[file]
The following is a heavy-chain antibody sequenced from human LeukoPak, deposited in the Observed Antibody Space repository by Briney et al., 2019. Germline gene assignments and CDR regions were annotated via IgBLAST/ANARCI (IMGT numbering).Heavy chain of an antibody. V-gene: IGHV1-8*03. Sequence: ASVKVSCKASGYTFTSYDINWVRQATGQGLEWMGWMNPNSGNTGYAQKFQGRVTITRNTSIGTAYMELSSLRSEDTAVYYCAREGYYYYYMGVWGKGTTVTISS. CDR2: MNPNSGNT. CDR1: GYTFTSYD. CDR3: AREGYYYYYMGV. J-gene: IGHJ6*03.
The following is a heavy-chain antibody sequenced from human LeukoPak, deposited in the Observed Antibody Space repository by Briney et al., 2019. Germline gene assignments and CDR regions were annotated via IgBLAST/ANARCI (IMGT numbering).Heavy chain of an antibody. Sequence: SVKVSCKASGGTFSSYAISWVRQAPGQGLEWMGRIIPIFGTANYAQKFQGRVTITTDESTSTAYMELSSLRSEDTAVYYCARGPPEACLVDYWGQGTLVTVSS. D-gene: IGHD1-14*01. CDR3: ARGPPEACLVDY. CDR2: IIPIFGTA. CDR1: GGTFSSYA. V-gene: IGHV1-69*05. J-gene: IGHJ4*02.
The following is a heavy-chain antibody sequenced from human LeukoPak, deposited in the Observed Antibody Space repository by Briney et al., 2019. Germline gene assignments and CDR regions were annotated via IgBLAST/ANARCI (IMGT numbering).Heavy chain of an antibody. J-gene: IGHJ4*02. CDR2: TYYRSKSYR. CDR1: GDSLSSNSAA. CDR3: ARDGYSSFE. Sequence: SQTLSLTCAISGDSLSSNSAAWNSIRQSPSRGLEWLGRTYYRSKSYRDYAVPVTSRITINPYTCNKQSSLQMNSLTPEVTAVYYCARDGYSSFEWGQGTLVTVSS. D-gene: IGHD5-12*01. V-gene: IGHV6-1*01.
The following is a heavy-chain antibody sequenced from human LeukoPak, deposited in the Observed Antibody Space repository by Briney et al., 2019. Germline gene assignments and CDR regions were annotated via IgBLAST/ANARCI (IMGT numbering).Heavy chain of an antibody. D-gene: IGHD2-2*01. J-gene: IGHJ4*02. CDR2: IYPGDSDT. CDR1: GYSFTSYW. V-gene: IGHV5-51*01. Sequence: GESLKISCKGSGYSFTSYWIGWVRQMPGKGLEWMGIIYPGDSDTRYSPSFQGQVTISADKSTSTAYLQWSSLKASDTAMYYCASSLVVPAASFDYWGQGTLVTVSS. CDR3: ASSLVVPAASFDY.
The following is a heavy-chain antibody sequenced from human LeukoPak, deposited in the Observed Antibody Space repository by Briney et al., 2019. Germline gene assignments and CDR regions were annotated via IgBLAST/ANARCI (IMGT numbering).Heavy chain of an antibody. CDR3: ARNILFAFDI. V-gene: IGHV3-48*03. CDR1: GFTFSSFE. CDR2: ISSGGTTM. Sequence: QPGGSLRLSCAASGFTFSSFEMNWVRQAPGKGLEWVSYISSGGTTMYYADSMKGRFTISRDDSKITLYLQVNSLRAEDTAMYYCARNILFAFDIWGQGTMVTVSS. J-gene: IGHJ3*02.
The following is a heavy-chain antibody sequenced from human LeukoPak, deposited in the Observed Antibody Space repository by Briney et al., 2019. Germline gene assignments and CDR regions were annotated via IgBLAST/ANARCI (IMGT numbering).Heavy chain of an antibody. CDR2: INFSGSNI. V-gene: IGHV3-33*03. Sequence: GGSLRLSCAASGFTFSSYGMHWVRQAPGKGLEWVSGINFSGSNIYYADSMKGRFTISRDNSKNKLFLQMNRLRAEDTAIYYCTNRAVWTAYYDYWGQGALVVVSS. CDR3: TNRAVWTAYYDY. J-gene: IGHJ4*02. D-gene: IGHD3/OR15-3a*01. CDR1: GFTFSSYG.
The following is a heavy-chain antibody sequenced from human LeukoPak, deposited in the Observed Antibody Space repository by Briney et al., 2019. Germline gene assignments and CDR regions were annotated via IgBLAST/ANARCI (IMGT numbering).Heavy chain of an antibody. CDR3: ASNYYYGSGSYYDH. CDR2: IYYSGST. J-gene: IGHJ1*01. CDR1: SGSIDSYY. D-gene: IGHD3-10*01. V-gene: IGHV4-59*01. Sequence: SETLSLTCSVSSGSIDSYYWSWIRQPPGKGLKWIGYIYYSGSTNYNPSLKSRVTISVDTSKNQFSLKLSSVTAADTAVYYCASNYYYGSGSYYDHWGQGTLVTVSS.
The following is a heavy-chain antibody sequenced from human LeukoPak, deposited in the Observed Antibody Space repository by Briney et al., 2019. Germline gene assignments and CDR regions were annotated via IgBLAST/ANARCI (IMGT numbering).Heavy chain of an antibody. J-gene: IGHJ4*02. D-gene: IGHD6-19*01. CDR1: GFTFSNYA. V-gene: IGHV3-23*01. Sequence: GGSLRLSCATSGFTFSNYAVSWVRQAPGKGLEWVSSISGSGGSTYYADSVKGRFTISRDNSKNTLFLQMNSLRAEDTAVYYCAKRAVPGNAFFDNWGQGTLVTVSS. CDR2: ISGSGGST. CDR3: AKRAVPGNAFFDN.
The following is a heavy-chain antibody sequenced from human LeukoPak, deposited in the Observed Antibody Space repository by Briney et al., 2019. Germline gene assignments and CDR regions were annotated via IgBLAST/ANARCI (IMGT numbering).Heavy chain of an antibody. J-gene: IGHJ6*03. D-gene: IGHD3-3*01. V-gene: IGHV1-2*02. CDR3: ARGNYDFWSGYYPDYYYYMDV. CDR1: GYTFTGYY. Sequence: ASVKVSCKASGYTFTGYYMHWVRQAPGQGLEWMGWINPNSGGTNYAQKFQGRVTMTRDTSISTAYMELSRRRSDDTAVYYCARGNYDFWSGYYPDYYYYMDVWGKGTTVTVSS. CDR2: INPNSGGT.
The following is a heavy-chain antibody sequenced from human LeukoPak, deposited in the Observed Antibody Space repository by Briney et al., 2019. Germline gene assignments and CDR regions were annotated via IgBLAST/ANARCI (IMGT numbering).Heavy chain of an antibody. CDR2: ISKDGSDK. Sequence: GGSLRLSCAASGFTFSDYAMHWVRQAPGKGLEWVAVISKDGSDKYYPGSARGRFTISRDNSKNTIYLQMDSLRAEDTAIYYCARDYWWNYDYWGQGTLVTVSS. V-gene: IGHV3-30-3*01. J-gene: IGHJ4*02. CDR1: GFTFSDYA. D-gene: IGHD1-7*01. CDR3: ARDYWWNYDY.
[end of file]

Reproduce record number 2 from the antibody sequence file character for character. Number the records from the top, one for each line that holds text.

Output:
The following is a heavy-chain antibody sequenced from human LeukoPak, deposited in the Observed Antibody Space repository by Briney et al., 2019. Germline gene assignments and CDR regions were annotated via IgBLAST/ANARCI (IMGT numbering).Heavy chain of an antibody. Sequence: SVKVSCKASGGTFSSYAISWVRQAPGQGLEWMGRIIPIFGTANYAQKFQGRVTITTDESTSTAYMELSSLRSEDTAVYYCARGPPEACLVDYWGQGTLVTVSS. D-gene: IGHD1-14*01. CDR3: ARGPPEACLVDY. CDR2: IIPIFGTA. CDR1: GGTFSSYA. V-gene: IGHV1-69*05. J-gene: IGHJ4*02.